Northampton’s infamous Wellingborough Road is known for its collection of lively pubs, bars and burger joints. It’s also home to some interesting and exciting places to eat. Fancying something a little different on a Saturday night, we decided to try one of the few Japanese restaurants in the county, Ginza.
Our table is booked for early in the evening and as we arrive we’re suitably impressed by Ginza’s grand entrance, complete with glass frontage and ornate chandelier. The restaurant is set in a 3-storey building with the ground floor our dining room for the evening. As we walk to our table, we’re surprised by the lack of decoration in general. Despite a large oriental surround to the open kitchen, you won’t find yourself magically transported to Kyoto or Tokyo when you dine here. A simple interior means only a handful of posters and props hint at the japanese influence.
“It’s a good start, the dumplings firmer than I’m used to but all the better for it. They taste great and the sesame dipping sauce has an acidity that makes a nice change from soy. They’re so good in fact I start to wonder if I could eat a few plates of these.”
A few couples are enjoying dates and a family with two young children are exploring the menu. A large group of tables suggests a party will be arriving shortly. After a quiet start, the restaurant is soon bustling with conversation and atmosphere. The volume rises steadily as the seats fill and drinks start to flow. It is a Saturday night on the Welly Road after all. Even with a full restaurant, our evening is casual and relaxed which suits us.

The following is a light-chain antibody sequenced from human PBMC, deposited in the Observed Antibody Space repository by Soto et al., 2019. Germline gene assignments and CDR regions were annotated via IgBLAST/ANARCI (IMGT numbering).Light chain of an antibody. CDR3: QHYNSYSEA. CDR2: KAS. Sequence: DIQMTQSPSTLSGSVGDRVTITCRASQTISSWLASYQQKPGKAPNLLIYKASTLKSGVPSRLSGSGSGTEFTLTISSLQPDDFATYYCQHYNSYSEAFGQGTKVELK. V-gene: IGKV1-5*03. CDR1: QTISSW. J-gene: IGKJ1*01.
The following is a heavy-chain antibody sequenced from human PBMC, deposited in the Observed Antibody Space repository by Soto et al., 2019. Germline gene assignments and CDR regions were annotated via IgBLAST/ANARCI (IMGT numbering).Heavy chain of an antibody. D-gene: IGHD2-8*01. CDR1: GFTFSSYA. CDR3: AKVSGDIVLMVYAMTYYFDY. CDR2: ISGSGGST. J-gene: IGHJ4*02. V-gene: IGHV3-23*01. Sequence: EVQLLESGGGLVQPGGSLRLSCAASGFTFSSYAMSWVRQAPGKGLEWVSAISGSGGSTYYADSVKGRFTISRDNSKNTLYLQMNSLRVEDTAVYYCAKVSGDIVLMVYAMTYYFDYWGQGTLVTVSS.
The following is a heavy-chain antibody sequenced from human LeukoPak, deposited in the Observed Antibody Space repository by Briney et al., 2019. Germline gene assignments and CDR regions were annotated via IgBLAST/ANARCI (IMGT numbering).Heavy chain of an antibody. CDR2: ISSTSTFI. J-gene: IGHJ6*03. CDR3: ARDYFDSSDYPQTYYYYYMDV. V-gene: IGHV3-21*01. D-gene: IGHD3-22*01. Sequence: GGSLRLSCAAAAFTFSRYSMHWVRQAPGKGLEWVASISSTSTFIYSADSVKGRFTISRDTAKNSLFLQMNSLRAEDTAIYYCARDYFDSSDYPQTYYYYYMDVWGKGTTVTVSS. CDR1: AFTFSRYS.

The food is ultimately what matters and a quick glance at the menu tells us Ginza is all about the sushi. We’d heard good things going in and the amount of choice is a little daunting. Photos and descriptions help, but we need more time to consider so order some drinks. An asian beer and coconut mocktail for our nominated driver.
As well as sushi, we see bento boxes, teppanyaki and noodle soups. Keen on sampling a bit of everything, my partner orders the teppanyaki set menu. £16.99 for four courses including soup, sushi, a hot platter and chicken teppanyaki main.
Despite a recently discovered love of Japanese food, I find myself struggling to find something that grabs me. Most of my experiences have been in high-street sushi chains, where fish-phobic patrons are well catered for.
The sushi platters in particular look immense and ornate, grand structures of wood, boats and bridges, piled high with perfectly formed sushi. Sorely tempted to try something new and fighting to be brave, I eventually retreat, cowardly, into my comfort zone and order the chicken gyoza.
It’s a good start, the dumplings firmer than I’m used to but all the better for it. They taste great and the sesame dipping sauce has an acidity that makes a nice change from soy. They’re so good in fact I start to wonder if I could eat a few plates of these. If I was in front of a conveyor belt I might have done just that. The miso soup and selection of chicken skewers, spring rolls and samosas that come as part of the set menu look far more filling and I find myself chewing slowly to avoid finishing well before my partner.